In ruling on plaintiff's motion for a new trial, the trial court had this to say:"And the Court, after having considered said Motion for a New Trial, finds it should be and is hereby granted and sustained. The controlling reason for the granting of the new trial is founded on the fact the Court feels it committed error in receiving the intersection drawing as given by a witness in this cause that was prepared by another officer, who was not, of course, called, was not available for cross-examination. This report did give signs of skid-marks, and these were, of course, exhibited to the jury. And these were bald conclusions on the part of the officer who was not called. The Court feels that this did have an affect upon the results in this case; or if it did not, that it probably could have had an affect on the jury. For that reason, the Court is going to grant and sustain the motion."
On appeal defendant argues the diagram was admissible and if not, then at most, the admission thereof was harmless error and thus the trial court's granting of a new trial was an abuse of discretion.
The granting of a new trial is governed by the provisions of K.S.A. 60-259 (now 1971 Supp.) of the new Kansas Code of Civil Procedure. Where one of the grounds specified in the statute is shown to exist, the granting of a new trial rests in the judicial discretion of the trial court and an order granting or refusing a new trial will not be reversed on appeal unless a clear abuse of discretion is shown. (Timmerman v. Schroeder, 203 Kan. 397, 454 P.2d 522; and Landscape Development Co. v. Kansas City P. & L. Co., 197 Kan. 126, 415 P.2d 398.)
*803 We do not believe a clear abuse of discretion is shown in this case.
It must be conceded that generally official traffic accident reports are admissible unless they contain information barred by the hearsay rule or conclusions of the officer making the report. Recent cases in which the admissibility of such reports was considered are set out in McElhaney v. Rouse, 197 Kan. 136, 415 P.2d 241. In the McElhaney case, upon which defendant relies heavily, we held that an accident report prepared by the testifying witness, Lt. Myers, was not erroneously admitted. It was pointed out in the opinion that the report contained no conclusions of officers or statements of third party witnesses such as recorded in the objectionable reports considered in McGrath v. Mance, 194 Kan. 640, 400 P.2d 1013; and Letcher v. Derricott, 191 Kan. 596, 383 P.2d 533. In McElhaney, Lt. Myers had prepared the report and was on the witness stand subject to cross-examination; in the instant case Officer Albers was not in court.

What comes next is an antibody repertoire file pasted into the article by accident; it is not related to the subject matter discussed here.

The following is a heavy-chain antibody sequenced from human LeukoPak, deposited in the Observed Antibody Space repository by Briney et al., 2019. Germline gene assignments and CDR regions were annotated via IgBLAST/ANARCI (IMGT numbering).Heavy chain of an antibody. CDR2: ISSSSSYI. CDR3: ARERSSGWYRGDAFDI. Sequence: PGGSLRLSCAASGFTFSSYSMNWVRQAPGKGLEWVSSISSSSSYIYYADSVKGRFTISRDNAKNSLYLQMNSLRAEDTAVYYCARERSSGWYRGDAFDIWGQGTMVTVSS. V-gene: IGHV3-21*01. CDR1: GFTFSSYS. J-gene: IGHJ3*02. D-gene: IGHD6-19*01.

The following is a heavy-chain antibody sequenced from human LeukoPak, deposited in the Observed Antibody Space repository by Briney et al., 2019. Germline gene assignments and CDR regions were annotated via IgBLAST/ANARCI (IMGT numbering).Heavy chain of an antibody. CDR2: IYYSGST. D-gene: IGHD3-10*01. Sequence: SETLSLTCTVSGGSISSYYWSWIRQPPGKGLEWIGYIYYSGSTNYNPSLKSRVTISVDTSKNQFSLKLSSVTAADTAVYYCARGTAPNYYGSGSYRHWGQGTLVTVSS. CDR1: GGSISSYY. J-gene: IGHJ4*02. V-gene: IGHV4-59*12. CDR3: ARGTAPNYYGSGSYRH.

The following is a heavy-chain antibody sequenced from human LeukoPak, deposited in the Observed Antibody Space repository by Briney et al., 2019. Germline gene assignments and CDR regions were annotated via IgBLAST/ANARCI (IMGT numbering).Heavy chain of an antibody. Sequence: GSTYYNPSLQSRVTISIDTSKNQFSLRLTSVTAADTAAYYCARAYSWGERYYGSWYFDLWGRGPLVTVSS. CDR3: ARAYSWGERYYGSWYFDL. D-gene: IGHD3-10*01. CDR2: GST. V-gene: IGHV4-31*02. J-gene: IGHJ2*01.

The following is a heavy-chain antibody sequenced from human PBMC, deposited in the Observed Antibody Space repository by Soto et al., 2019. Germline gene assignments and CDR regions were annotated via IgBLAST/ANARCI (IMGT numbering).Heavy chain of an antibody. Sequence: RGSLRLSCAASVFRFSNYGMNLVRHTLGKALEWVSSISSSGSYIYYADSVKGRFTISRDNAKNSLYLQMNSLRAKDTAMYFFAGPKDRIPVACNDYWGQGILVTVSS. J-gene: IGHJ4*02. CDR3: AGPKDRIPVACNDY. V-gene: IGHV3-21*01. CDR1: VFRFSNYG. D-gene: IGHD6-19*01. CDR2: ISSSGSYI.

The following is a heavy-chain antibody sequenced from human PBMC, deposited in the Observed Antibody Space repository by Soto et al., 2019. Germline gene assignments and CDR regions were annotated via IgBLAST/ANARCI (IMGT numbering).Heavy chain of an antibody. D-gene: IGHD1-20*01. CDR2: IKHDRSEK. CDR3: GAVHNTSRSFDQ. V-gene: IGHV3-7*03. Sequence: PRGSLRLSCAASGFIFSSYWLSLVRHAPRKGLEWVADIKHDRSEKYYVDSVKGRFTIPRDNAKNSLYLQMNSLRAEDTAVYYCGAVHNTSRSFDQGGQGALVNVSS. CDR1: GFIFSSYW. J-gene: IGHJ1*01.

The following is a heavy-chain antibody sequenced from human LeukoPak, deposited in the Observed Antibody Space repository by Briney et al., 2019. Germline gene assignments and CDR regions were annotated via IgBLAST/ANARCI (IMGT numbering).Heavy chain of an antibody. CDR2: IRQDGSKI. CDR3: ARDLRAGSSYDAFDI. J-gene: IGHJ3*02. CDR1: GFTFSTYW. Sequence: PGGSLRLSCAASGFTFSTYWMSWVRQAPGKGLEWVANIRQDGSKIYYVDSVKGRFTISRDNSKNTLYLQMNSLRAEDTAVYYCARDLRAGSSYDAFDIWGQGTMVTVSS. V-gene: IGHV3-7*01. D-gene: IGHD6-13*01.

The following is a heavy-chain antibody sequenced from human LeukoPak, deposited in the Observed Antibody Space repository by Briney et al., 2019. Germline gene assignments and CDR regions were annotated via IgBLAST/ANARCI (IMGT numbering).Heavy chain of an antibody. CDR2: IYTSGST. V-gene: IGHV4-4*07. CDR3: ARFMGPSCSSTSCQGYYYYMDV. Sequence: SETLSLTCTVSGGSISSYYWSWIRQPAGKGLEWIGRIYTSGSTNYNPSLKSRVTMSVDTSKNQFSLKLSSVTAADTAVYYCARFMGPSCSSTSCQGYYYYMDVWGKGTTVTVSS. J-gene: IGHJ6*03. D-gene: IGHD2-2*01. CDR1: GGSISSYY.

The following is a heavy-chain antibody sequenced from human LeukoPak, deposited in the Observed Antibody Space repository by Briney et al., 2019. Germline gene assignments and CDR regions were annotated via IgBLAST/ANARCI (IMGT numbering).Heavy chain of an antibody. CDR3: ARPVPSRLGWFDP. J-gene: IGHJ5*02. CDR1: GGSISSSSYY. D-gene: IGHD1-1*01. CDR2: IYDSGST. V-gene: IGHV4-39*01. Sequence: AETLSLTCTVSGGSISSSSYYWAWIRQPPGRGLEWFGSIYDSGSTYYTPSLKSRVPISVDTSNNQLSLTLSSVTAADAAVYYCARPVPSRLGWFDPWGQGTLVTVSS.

In the case at bar we are not concerned with the admissibility of the full report. The diagram was detached and only it was submitted to the jury.
Generally, a diagram illustrating the scene of an accident and the relative location of objects, if proved to be correct, is admissible in evidence to enable the jury to understand and apply the established facts to the particular case. (8 Am.Jur.2d, Automobiles and Highway Traffic, § 977, p. 528.) However, where marks or notations, the import of which is not clear, appear upon a map or diagram and the person who made them is not produced as a witness, the map or diagram containing such marks is inadmissible. (29 Am.Jur.2d, Evidence, § 784, pp. 854, 855.)
In the instant case, as shown by Blum's testimony, the diagram was not only incomplete but contained marks, the import of which Blum had no firsthand knowledge. In order to make the diagram meaningful or understandable to the jury, an attempt was made to have Blum make assumptions and conclusions since he had not observed any skid marks at the scene. He testified there was lateral movement of defendant's car after impact, but he was unable to state whether there were actually marks on the pavement, indicating lateral movement, or whether Albers merely omitted them from the diagram.
The trial court was fully aware of the issues framed by the evidence and the impact of the admission of the diagram under the *804 circumstances. After observing the witnesses and hearing all of the testimony, the court exercised its discretion and found the admission of the diagram was prejudicial to the plaintiff. Under such circumstances we are unable to say that a clear abuse of discretion is shown in granting plaintiff a new trial.
The judgment is affirmed.